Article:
Myths Connect Hypertension and Headaches

By Boschert, Sherry | Clinical Psychiatry News, December 2009 | Go to article overview

Myths Connect Hypertension and Headaches


Boschert, Sherry, Clinical Psychiatry News


SAN FRANCISCO -- Hypertension causes headaches. Treating hypertension decreases headaches. Headaches increase the risk for stroke and heart disease.

Really? Not quite, Dr. Dara G. Jamieson said at the annual meeting of the American Society of Hypertension.

The reality is more nuanced:

* Acute hypertension can cause headache in some cases, but chronic hypertension does not.

* Treating chronic hypertension possibly decreases headaches, and treating acute hypertension can decrease headaches in some cases.

* General headaches or migraines without aura do not increase risk for stroke or heart disease, but risks for these cardiovascular problems are increased in patients who get migraines with aura, especially in women, said Dr. Jamieson of Cornell University, Ithaca, N.Y.

She described in more detail the scenarios that clinicians need to think about in the interface between hypertension and headaches.

* Hypertension causing headaches. A common misconception (especially among patients) that hypertension causes headaches derives from long-standing misinterpretations of a 1913 study of 870 hypertensive patients (Arch, Intern. Med. 1913;12:755-98), she said. Epidemiologic studies in the 1980s and 1990s, however, found that baseline blood pressure measurements on 22,685 adults were not associated with the risk for headaches (including migraines) over the following 11 years. On the contrary--elevated blood pressures and pulse pressures were associated with a reduced risk of headaches.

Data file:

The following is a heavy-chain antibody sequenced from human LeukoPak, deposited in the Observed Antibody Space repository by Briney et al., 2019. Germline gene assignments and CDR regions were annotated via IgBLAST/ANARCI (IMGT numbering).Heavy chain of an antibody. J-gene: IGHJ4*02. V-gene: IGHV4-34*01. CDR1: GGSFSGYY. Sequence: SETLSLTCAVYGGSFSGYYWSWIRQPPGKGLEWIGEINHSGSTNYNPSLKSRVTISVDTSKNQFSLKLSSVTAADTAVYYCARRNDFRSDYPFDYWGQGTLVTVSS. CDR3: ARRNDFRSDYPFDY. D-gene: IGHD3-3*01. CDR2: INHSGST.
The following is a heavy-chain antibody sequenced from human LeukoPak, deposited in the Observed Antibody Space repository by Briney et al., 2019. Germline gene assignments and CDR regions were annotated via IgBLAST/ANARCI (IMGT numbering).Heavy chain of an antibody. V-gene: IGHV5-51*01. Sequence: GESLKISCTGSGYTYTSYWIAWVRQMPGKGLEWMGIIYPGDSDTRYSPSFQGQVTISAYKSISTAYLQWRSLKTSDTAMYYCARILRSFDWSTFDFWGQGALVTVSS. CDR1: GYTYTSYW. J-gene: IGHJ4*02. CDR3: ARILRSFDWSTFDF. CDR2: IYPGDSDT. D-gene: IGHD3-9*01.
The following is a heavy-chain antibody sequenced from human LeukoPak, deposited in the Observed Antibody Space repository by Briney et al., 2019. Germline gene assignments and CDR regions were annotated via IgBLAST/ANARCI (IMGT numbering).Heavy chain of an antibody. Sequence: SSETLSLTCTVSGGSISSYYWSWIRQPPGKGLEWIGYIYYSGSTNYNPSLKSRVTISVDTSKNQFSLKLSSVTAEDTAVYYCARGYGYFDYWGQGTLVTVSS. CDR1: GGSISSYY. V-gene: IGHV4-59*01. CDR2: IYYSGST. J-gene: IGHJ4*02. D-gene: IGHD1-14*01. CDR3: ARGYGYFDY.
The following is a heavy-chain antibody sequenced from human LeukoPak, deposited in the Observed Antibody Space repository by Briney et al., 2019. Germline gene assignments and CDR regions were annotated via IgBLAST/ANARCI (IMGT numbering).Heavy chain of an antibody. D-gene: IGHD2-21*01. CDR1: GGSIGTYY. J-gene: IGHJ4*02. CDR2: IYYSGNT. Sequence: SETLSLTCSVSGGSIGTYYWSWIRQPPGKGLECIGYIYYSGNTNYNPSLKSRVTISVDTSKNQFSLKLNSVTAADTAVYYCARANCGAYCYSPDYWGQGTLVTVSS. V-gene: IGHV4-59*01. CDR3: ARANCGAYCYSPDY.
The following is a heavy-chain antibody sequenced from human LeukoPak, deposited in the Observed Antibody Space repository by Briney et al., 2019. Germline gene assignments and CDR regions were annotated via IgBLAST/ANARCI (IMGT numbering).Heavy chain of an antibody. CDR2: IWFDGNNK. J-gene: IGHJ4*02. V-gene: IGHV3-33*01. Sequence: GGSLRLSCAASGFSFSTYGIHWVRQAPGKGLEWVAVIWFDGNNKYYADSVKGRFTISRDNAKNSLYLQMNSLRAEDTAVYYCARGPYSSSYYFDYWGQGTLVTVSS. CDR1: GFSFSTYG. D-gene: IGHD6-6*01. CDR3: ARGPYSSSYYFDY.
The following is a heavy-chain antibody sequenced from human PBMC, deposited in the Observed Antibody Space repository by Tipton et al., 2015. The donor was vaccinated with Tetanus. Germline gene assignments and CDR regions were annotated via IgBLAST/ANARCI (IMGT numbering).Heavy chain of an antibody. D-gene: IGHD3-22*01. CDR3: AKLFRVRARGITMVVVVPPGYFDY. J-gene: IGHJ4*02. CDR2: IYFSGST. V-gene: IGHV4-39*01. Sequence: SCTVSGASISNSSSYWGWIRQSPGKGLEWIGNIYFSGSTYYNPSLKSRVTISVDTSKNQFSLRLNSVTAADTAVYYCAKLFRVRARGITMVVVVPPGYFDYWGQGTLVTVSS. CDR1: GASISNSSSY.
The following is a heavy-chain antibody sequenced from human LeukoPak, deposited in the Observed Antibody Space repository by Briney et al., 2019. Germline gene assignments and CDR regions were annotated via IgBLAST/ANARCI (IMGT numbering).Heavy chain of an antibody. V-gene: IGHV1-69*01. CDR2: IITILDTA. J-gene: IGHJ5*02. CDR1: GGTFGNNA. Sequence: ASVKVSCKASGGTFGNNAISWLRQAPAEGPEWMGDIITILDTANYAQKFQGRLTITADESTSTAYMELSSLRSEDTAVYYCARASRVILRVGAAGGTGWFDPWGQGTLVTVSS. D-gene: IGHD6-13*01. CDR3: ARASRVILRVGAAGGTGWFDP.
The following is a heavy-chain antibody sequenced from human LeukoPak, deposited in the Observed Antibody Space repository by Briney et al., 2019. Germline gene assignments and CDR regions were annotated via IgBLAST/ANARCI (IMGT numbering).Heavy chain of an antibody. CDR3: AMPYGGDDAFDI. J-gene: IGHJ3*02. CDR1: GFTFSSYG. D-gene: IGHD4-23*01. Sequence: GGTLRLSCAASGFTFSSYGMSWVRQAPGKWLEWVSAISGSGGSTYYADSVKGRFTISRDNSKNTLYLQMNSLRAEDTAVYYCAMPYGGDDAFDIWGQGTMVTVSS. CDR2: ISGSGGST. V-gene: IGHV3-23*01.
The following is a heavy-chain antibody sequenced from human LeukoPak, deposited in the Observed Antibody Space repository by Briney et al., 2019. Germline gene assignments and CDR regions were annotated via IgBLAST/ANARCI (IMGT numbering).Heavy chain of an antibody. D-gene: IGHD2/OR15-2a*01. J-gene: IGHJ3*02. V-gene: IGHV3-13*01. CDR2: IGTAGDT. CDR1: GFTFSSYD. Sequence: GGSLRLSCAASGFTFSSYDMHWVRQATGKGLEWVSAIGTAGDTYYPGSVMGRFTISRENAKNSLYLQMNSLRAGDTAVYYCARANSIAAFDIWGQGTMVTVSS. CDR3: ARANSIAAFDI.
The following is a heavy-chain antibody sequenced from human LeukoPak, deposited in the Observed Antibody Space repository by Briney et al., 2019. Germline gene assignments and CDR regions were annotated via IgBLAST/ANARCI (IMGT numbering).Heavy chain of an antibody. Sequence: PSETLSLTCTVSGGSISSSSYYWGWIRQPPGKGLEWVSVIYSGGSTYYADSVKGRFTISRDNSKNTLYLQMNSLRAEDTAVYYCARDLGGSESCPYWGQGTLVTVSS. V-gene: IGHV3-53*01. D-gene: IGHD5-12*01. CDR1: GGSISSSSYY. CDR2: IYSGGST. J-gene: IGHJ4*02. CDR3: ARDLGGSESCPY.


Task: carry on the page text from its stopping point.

Unlike chronic hypertension, acute hypertension can cause headaches in specific circumstances, the most common being pheochromocytoma, which presents with headache in up to 80% of cases as part of a complex of symptoms. Headache is rarely the only presenting symptom. The headache of pheochromocytoma may be short lasting, a thunderclap-type headache, or a unilateral throbbing pain that mimics a migraine.

A kind of recurrent, short-lasting headache has been reported to be associated with transient, paroxysmal elevations of blood pressure in patients without underlying causes of pheochromocytoma. This type of headache is thought to be caused by chronic baroreceptor failure.

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